“So, you can do your calculations by yourself, take whatever price you want, take this to multiply by the number of days that have been shortened since March 3,”he said.
The NAPMS GM said Forcados is not completely secured due to some challenges, but assured that they were addressing it, and in two weeks it may be fixed.
According to him, “But we also have Brass about 100,000 barrels, which is operated by Agip and is also facing insecurity and vandalism.
“Illegal siphoning of crude oil from oil facilities by criminal individuals and groups, impacted negatively on revenue to all stakeholders, lamenting that the quantity of oil delivered into these federal oil terminals in the country has been limited by the activities of pipe vandals and organised crooks.”
Wunti said the impact of vandal activities caused low crude oil production, interrupted gas supply, countrywide interruption of distribution of petroleum products, refineries’ downtimes, increasing instability in the oil and gas market, “but I will tell you the major thing that affects us.
“Nigeria will suffer for it; the revenues are impacted, so we can only appeal to them to rein in themselves, the oil theft situation is regrettable. It’s not going on across the whole of the Niger Delta, there are trunk lines that are more impacted on, I think the Bonny trunk line ranks highest.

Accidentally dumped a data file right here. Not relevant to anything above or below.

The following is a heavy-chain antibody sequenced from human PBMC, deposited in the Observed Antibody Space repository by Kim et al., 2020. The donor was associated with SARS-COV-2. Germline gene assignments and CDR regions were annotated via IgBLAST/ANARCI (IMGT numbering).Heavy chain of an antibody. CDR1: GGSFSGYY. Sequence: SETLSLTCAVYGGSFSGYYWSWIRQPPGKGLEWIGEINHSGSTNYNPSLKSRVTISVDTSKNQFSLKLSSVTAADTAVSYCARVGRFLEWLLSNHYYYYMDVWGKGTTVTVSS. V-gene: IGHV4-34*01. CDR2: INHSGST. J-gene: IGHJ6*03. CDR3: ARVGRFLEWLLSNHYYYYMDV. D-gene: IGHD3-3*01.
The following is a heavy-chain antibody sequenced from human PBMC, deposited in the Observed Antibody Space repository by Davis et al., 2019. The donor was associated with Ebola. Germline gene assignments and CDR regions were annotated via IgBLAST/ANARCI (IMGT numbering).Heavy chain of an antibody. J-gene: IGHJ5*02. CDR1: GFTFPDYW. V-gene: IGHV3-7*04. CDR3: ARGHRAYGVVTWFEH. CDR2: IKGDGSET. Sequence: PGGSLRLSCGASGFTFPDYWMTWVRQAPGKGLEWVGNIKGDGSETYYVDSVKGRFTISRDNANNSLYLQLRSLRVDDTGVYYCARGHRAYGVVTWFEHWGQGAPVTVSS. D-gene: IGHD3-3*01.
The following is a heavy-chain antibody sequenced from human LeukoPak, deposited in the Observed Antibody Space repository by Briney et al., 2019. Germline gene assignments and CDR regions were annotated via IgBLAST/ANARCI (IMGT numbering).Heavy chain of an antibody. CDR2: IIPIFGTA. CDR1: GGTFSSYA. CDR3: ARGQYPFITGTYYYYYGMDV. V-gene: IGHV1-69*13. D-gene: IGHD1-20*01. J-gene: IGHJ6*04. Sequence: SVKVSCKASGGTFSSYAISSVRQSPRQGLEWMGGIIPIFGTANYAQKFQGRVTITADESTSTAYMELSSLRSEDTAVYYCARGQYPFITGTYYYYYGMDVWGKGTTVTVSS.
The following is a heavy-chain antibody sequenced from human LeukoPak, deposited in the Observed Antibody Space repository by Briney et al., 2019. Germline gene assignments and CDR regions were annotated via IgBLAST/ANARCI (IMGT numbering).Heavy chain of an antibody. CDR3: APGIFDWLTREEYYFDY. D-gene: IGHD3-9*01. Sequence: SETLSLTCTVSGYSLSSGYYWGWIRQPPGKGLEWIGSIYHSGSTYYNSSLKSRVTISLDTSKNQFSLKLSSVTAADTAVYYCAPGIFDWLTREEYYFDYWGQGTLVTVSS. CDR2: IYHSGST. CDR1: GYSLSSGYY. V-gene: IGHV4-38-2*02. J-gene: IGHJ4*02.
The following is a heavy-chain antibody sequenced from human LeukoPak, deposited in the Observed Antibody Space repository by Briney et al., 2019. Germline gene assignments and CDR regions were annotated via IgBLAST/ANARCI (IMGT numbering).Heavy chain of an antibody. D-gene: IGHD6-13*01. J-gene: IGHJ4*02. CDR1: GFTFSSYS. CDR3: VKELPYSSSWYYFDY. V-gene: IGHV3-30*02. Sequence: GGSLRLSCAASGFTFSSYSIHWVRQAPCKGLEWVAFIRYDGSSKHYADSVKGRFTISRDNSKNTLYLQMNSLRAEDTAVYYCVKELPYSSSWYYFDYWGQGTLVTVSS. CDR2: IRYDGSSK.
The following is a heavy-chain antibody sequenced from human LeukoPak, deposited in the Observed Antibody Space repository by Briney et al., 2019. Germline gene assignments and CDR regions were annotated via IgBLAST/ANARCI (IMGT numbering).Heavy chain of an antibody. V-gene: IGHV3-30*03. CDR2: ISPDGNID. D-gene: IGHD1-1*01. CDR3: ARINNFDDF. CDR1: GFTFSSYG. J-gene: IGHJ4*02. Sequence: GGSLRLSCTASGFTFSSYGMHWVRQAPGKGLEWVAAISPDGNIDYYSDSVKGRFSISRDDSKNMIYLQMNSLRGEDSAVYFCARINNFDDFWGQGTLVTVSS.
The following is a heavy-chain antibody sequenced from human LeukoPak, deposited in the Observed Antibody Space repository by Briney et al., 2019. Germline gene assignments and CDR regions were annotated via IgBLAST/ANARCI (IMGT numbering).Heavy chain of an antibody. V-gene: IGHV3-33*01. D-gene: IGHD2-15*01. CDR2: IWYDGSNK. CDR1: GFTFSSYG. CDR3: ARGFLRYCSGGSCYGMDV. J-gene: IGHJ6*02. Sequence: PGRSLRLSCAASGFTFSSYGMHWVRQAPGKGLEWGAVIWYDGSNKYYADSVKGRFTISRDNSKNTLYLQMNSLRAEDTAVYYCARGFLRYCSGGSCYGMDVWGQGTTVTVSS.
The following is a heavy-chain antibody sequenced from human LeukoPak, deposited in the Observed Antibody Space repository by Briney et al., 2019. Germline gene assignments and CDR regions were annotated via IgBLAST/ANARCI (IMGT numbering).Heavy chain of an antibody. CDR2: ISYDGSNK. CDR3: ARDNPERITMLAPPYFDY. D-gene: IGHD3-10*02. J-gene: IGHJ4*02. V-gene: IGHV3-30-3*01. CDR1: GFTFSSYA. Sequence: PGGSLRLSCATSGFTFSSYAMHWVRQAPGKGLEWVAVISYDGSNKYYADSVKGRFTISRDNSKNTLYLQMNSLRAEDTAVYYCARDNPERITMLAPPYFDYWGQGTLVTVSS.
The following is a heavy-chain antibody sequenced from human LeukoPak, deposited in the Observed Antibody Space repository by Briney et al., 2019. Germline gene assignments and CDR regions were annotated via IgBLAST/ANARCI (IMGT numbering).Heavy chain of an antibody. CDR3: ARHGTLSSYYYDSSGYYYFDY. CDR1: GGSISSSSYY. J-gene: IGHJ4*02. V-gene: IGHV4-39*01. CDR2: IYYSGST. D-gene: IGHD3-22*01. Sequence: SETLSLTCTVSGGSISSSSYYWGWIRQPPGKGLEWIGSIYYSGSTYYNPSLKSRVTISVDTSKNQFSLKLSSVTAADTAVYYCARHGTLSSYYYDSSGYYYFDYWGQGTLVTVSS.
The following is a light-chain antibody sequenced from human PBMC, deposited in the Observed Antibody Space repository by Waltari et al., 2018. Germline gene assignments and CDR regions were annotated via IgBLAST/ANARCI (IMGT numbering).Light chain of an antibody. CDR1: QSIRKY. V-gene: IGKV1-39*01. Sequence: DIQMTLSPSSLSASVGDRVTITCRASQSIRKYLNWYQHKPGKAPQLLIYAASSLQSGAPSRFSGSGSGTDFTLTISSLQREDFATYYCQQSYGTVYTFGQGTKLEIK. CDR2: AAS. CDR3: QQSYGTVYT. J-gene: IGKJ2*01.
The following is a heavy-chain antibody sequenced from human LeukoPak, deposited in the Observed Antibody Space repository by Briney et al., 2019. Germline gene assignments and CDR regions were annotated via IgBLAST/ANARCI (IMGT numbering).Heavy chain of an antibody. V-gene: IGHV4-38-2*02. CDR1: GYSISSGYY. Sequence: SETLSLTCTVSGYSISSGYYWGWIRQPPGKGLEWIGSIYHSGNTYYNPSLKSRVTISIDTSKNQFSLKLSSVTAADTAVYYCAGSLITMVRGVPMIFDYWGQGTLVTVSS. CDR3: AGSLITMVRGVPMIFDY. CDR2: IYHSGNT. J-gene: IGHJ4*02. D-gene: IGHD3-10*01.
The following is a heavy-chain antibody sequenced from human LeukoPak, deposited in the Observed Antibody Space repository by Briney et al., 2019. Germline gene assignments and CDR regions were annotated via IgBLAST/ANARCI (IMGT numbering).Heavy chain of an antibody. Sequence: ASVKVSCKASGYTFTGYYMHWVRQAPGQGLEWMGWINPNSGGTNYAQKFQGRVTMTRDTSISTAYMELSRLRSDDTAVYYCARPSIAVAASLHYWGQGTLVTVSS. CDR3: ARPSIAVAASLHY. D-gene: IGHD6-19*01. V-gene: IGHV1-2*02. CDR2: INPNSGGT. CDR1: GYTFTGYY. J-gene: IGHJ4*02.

“Our major challenge as a country is our capability to respond and that is as a result of several factors, the terrain as well as some incapacity that we have.”
Commenting on the support of the technology in monitoring the illegal activities around the oil facilities in the creeks, he said, “I was in the Saudi Arabia infrastructure twice, and I know what they have. It’s a digital control system; it’s different from our own. digital control system is like you have the control system of all your assets in one place.